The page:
An phase I/II, prospective, open-label clinical trial studied the impact of everolimus, an mTOr inhibitor, on SEGA growth. It included patients of at least age 3 years, with tuberous sclerosis who demonstrated SEGA growth on serial MRI scans of the brain. Primary outcomes included measures of SEGA volume and type and frequency of adverse events associated with the medication. Secondary measures assessed the impact of everolimus on seizure activity, EEG characteristics of patients with SEGA, and quality-of-life and neuropsychometric measures.

Data from this study indicated that everolimus therapy was associated with marked reduction in the volume of SEGAs and seizure frequency, which suggests everolimus therapy maybe a potential alternative to neurosurgical resection in some cases. It is also indicated that everolimus therapy is associated with an improvement in quality-of-life measures and no change in neuropsychiatric parameters. Although some adverse events were associated with the everolimus treatment, 97% of these adverse events were classified as mild/moderate, and in all cases the medication was able to be resumed after recovery from adverse event symptoms. [19]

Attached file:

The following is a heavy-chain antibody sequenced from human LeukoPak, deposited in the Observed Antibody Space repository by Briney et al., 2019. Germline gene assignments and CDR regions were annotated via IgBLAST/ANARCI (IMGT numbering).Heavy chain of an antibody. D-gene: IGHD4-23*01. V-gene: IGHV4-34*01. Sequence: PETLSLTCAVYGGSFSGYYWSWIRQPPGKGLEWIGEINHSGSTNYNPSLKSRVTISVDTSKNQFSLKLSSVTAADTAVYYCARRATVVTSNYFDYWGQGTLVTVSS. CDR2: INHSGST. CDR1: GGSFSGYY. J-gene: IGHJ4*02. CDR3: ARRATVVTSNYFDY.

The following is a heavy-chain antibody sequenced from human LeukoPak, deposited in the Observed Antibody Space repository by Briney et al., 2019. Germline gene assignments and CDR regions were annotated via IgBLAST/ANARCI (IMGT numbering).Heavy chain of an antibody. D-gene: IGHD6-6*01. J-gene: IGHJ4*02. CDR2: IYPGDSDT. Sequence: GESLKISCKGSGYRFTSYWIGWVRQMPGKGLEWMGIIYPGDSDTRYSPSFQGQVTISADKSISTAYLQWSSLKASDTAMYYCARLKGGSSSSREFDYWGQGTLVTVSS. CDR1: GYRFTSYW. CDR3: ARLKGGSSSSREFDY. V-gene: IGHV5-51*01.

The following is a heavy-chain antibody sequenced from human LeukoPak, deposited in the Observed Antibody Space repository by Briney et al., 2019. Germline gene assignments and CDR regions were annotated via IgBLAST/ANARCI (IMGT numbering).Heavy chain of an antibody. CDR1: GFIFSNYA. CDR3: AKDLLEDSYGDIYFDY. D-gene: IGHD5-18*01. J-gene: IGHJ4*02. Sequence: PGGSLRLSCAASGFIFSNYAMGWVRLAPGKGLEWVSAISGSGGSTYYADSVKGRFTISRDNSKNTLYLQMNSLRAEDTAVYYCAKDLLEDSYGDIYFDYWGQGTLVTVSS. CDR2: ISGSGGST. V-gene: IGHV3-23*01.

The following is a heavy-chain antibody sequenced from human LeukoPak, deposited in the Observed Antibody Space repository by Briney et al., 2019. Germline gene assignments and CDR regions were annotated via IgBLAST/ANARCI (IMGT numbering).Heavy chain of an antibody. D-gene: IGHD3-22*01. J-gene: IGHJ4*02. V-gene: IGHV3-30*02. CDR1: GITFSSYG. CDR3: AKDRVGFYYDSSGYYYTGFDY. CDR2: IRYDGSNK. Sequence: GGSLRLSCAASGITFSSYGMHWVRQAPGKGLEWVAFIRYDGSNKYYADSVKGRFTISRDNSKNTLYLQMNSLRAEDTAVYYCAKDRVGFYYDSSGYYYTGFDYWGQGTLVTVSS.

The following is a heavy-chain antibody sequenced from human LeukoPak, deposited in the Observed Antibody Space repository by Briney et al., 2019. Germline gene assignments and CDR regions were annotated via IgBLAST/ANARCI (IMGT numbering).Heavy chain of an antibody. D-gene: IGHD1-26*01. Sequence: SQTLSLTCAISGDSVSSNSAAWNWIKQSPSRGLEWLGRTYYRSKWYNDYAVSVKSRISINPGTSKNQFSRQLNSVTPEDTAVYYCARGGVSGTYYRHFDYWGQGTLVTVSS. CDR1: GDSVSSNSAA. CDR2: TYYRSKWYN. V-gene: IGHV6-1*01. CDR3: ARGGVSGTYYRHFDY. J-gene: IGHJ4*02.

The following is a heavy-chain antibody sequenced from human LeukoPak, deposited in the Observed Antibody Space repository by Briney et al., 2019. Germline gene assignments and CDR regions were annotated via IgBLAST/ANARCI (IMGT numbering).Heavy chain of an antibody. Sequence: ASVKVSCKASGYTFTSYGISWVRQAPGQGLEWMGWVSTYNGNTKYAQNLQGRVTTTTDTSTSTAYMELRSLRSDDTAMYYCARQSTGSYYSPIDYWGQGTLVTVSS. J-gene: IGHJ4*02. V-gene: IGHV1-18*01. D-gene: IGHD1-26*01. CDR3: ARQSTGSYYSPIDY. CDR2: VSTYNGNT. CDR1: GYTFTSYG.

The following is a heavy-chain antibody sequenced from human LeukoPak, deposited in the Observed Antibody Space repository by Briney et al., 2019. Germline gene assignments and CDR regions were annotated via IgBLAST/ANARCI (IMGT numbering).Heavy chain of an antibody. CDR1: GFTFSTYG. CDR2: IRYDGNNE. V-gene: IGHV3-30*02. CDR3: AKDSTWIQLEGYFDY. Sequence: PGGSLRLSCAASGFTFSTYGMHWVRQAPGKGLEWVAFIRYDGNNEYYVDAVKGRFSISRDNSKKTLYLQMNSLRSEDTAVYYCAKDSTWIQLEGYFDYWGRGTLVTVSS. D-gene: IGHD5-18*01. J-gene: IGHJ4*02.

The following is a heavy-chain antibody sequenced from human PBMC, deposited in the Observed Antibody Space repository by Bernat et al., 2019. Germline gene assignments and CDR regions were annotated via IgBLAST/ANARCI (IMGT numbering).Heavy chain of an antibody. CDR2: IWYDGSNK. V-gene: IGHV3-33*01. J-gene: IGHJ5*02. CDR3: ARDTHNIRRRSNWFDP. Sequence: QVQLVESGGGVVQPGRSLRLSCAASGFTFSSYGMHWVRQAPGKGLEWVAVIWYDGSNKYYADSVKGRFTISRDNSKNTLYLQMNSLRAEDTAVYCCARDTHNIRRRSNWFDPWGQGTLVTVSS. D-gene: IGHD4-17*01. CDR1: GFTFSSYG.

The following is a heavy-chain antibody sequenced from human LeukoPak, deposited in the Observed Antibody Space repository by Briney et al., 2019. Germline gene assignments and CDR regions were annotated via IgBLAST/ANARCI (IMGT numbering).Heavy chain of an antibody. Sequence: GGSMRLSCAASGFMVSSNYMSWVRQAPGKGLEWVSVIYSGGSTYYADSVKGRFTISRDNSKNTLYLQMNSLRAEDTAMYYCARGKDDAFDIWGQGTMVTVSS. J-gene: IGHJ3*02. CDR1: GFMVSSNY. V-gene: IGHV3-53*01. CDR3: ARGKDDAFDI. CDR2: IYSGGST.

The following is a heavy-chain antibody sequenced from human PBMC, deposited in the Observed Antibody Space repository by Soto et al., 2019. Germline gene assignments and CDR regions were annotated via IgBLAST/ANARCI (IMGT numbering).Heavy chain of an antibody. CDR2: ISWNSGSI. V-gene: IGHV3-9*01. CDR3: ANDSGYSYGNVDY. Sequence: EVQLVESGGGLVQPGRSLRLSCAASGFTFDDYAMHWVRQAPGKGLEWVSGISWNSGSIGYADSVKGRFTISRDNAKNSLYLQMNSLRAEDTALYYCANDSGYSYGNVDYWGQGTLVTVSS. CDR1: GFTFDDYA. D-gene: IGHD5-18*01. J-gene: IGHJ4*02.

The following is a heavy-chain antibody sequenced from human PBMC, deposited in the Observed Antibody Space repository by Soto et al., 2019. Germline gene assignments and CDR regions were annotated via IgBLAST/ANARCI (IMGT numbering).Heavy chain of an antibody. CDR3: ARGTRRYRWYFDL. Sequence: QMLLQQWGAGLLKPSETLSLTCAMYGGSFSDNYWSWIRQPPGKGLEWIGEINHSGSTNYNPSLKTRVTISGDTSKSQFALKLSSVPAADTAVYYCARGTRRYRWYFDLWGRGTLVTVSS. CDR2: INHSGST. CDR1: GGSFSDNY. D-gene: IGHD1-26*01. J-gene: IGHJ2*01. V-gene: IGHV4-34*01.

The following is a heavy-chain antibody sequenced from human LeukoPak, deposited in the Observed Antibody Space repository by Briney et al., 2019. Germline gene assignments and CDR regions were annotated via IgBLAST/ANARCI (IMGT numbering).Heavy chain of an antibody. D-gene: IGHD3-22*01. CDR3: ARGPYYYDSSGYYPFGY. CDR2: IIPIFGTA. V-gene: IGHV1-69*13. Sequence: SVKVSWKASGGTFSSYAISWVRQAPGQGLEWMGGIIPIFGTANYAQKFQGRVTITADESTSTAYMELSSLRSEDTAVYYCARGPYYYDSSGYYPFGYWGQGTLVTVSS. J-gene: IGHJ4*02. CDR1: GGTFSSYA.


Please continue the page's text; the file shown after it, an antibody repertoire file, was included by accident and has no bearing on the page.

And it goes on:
A subsequent international, prospective, double-blind, placebo-controlled phase 3 trial examining everolimus in patients with new or growing TSC-related SEGA found that 57.7% of patients who received everolimus had 50% or greater reduction in the sum volume of target SEGA lesions. Of the patients studied, 73.2% with target renal angiomyolipomas and 58.1% with skin lesions also were responders. [20]

Although facial angiofibromas are benign tumors, they can be bothersome for TSC patients and there is no effective treatment. Laser therapy has been used with good responses, but it causes painful complications and is associated with a very high recurrence rate. In recent studies, topical rapamycin was shown to be very effective in treating facial angiofibromas in TSC patients without significant adverse effects. [21]

Other treatment

The goals of treatment for patients with TSC are the same as for all patients with a multisystem chronic disease: providing the best possible quality of life with the fewest complications from the underlying disease process, fewest adverse treatment effects, and fewest medications.